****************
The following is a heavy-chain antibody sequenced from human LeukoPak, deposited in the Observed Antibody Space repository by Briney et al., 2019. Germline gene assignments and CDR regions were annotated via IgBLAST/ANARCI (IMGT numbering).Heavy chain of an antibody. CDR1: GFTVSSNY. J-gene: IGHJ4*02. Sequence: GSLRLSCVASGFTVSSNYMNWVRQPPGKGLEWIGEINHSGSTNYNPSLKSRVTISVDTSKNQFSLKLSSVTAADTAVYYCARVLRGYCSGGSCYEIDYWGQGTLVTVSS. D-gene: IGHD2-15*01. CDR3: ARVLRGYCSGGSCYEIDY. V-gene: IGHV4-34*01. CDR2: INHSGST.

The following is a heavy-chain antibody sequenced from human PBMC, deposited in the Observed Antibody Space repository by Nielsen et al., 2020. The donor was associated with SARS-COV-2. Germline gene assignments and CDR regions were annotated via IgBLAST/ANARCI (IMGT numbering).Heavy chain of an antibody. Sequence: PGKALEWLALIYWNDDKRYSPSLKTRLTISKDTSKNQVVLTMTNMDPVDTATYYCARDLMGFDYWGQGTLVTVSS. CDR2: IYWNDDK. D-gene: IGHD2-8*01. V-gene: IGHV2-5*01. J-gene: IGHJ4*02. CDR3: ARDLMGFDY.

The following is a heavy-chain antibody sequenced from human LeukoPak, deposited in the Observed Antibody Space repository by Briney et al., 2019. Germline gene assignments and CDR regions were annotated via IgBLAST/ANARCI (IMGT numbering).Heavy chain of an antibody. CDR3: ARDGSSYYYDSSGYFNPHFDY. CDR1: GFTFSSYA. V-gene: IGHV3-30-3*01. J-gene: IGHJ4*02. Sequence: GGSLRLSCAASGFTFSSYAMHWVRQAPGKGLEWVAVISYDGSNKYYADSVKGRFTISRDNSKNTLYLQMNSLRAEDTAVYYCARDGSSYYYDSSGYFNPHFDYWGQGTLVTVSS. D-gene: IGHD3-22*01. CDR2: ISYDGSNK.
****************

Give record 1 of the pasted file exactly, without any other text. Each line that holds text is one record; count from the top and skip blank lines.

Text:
The following is a heavy-chain antibody sequenced from human LeukoPak, deposited in the Observed Antibody Space repository by Briney et al., 2019. Germline gene assignments and CDR regions were annotated via IgBLAST/ANARCI (IMGT numbering).Heavy chain of an antibody. CDR1: GFTVSSNY. J-gene: IGHJ4*02. Sequence: GSLRLSCVASGFTVSSNYMNWVRQPPGKGLEWIGEINHSGSTNYNPSLKSRVTISVDTSKNQFSLKLSSVTAADTAVYYCARVLRGYCSGGSCYEIDYWGQGTLVTVSS. D-gene: IGHD2-15*01. CDR3: ARVLRGYCSGGSCYEIDY. V-gene: IGHV4-34*01. CDR2: INHSGST.